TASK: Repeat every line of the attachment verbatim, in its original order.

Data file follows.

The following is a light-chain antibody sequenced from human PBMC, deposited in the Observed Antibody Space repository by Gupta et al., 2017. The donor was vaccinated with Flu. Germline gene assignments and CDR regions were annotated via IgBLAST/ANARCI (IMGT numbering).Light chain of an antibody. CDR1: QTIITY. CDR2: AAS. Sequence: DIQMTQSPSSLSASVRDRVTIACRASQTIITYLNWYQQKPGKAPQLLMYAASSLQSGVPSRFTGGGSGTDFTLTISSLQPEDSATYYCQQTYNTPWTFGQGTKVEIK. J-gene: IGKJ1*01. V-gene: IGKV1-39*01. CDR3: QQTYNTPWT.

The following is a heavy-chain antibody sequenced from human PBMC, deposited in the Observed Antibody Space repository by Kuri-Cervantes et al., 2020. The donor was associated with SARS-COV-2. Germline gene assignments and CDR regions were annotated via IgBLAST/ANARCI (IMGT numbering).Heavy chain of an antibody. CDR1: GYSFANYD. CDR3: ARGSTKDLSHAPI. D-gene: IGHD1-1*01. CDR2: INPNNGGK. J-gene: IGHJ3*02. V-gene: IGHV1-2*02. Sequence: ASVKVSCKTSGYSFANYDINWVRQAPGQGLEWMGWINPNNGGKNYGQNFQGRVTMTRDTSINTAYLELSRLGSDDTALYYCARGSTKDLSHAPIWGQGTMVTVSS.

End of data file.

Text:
The following is a light-chain antibody sequenced from human PBMC, deposited in the Observed Antibody Space repository by Gupta et al., 2017. The donor was vaccinated with Flu. Germline gene assignments and CDR regions were annotated via IgBLAST/ANARCI (IMGT numbering).Light chain of an antibody. CDR1: QTIITY. CDR2: AAS. Sequence: DIQMTQSPSSLSASVRDRVTIACRASQTIITYLNWYQQKPGKAPQLLMYAASSLQSGVPSRFTGGGSGTDFTLTISSLQPEDSATYYCQQTYNTPWTFGQGTKVEIK. J-gene: IGKJ1*01. V-gene: IGKV1-39*01. CDR3: QQTYNTPWT.

The following is a heavy-chain antibody sequenced from human PBMC, deposited in the Observed Antibody Space repository by Kuri-Cervantes et al., 2020. The donor was associated with SARS-COV-2. Germline gene assignments and CDR regions were annotated via IgBLAST/ANARCI (IMGT numbering).Heavy chain of an antibody. CDR1: GYSFANYD. CDR3: ARGSTKDLSHAPI. D-gene: IGHD1-1*01. CDR2: INPNNGGK. J-gene: IGHJ3*02. V-gene: IGHV1-2*02. Sequence: ASVKVSCKTSGYSFANYDINWVRQAPGQGLEWMGWINPNNGGKNYGQNFQGRVTMTRDTSINTAYLELSRLGSDDTALYYCARGSTKDLSHAPIWGQGTMVTVSS.